Guest post: Imagine going through school with a remote control. Rewind the teacher when we felt confused and needed a concept explained again. Fast-forward the lesson when we had already grasped a skill and were growing bored waiting for our classmates. Or even pause the classroom when we, for social or emotional reasons, simply needed a moment to collect our thoughts and regain focus.
How different might our school experience have been if we would have had the opportunity to personalize the pace of our learning? Maybe we really could have mastered material. Maybe we would be more resilient in the face of new challenges. Maybe we would look at ourselves and our abilities with greater confidence.
This sounds like a fantasy. But it’s possible! As teachers ourselves, our team at the Modern Classrooms Project has figured out a way to meet the academic and social-emotional needs of all students.
Classrooms based in self-paced and mastery-based learning may sound idealistic, but instructional videos teachers created through ScreenPal can be the first step in building these student-centered learning environments.
Through teacher-created screencast videos, students can access instruction that is appropriately challenging for them and learn at their own pace, and teachers can provide one-on-one support and guidance along the way. There’s no longer pressure to push all students to a new lesson each day and teachers can assess students on true understanding or mastery of a given concept over completion.
Self-Pacing in a Modern Classroom
Every educator can speak to the deeply flawed premise under which most classrooms operate: Every student learns at exactly the same pace as their classmates.
We see the results of this falsehood when students become disengaged because they are bored, grow frustrated because they don’t understand, or even drop out because they’ve lost hope. But there’s a better way! By directing students to short, personalized instructional videos made with ScreenPal, we can start to build self-paced classrooms that give learners the time and flexibility they need.
Modern Classroom teachers no longer have to teach everyone the same lesson every day! Instead they spend class time directly supporting students with their own specific needs. Teachers closely monitor student progress and maintain progress trackers indicating where each student is in the unit of study. Through categorizing tasks within a unit as “must do”, “should do”, and “aspire to do”, teachers provide true differentiation: each student is engaging with meaningful material each day, regardless of learning level. Research affirms the benefits of self-paced learning environments, and our teachers throughout the country can speak to the differences they see in their students’ growth.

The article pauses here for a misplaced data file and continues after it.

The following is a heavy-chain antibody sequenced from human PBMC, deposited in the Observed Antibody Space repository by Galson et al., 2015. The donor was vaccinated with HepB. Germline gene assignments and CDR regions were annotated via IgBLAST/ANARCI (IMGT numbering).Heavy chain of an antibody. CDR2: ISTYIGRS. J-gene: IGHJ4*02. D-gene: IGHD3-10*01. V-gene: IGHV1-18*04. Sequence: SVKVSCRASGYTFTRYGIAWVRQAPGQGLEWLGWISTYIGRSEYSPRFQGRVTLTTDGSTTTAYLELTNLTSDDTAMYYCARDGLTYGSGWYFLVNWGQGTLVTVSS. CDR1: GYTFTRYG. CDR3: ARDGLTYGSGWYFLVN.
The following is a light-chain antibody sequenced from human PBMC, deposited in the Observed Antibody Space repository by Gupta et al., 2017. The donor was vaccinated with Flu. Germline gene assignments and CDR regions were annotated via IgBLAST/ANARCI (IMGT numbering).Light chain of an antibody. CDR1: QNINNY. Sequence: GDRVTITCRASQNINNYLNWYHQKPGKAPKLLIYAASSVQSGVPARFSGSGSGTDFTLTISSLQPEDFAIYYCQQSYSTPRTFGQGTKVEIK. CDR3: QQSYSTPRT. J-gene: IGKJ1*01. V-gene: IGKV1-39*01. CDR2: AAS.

When you step into a Modern Classroom, you might see some students watching an instructional video and taking notes, some students working together or with their teacher on practice assignments, and some students completing mastery checks. Our teachers use these small assessments to evaluate whether a student has mastered the material of a particular lesson. Revision and reflection are celebrated practices in a Modern Classroom. Students only progress to the next lesson when they have demonstrated they are ready. This research-based tenet of our instructional model ensures that students are truly learning materials, rather than simply being passed on to a new lesson each day.
When we hold our students to mastery, we not only help students make authentic academic growth, we help them develop confidence and trust in themselves. Our students indicate that they can teach themselves new skills and concepts. They also say they are more comfortable with technology and wish more classes were taught in this blended, self-paced, mastery-based framework.
Transform Your Classes With Instructional Videos
If you are interested in learning how screencast instructional videos can help transform your classroom, join the 20,000+ teachers who have enrolled in our free Modern Classrooms Essentials course. Visit learn.modernclassrooms.org to start innovating for your students.
This is part 2 of a three-part blog series by the Modern Classrooms Projects. Check out the first blog, ‘How Two Teachers Used Screencasts to Transform Education.’